ICS attacks typically focus on immediate process disruption: turning off the power, shutting down a plant, or something similar. Yet an examination of the history and potential of ICS intrusions shows a far more worrisome attack vector: undermining the integrity (either via process accuracy or process safety) of an industrial environment. While not necessarily immediately evident, such an attack can produce significant impacts through undermining a physical process and calling into doubt the viability of a specific facility.
Historically, such attacks are not new, but instead encapsulate the very first know ICS-targeting malware: Stuxnet. Rather than seeking direct disruption, Stuxnet sought to undermine process integrity by altering the functionality of the plant in question while masking effects to operators. Since that time, the industrial community initially faced a long period focused only on direct disruption, until the emergence of CRASHOVERRIDE in 2016 (whose integrity-impacting effects have not previously been discussed) and the safety-system targeting TRISIS. Each of these sought in certain ways to undermine the very reliability of underlying processes to produce potentially disastrous outcomes.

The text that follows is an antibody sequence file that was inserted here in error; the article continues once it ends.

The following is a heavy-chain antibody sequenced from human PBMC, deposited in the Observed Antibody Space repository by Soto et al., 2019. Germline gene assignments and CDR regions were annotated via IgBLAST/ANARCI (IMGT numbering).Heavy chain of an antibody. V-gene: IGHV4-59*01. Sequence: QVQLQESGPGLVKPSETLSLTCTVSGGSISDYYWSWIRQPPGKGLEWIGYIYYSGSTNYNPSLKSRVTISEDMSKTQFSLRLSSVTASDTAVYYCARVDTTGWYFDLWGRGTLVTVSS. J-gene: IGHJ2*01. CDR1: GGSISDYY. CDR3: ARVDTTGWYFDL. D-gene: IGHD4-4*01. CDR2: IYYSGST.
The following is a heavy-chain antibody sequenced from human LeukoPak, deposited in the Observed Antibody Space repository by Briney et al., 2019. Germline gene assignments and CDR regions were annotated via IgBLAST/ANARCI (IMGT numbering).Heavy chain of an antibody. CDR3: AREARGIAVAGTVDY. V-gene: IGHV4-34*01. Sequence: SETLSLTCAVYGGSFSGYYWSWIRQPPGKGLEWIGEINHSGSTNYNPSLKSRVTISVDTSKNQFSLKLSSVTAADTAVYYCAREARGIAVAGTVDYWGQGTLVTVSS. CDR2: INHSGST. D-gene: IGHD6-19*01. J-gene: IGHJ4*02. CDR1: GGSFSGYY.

This presentation will explores these historical examples while presenting potential attack scenarios for future integrity-based attacks. In doing so, attendees will learn more about the risk framework faced by ICS-operating organizations and unique defense and recovery requirements within these environments. This talk will conclude with recommendations for defense and recovery to mitigate against integrity-based attacks, while seeking to educate audiences on the unique risk posed by such events.
(Presented at SecurityWeek’s 2019 ICS Cyber Security Conference)
Integrity-based attacks can produce significant impacts through undermining a physical process and calling into doubt the viability of a specific facility.
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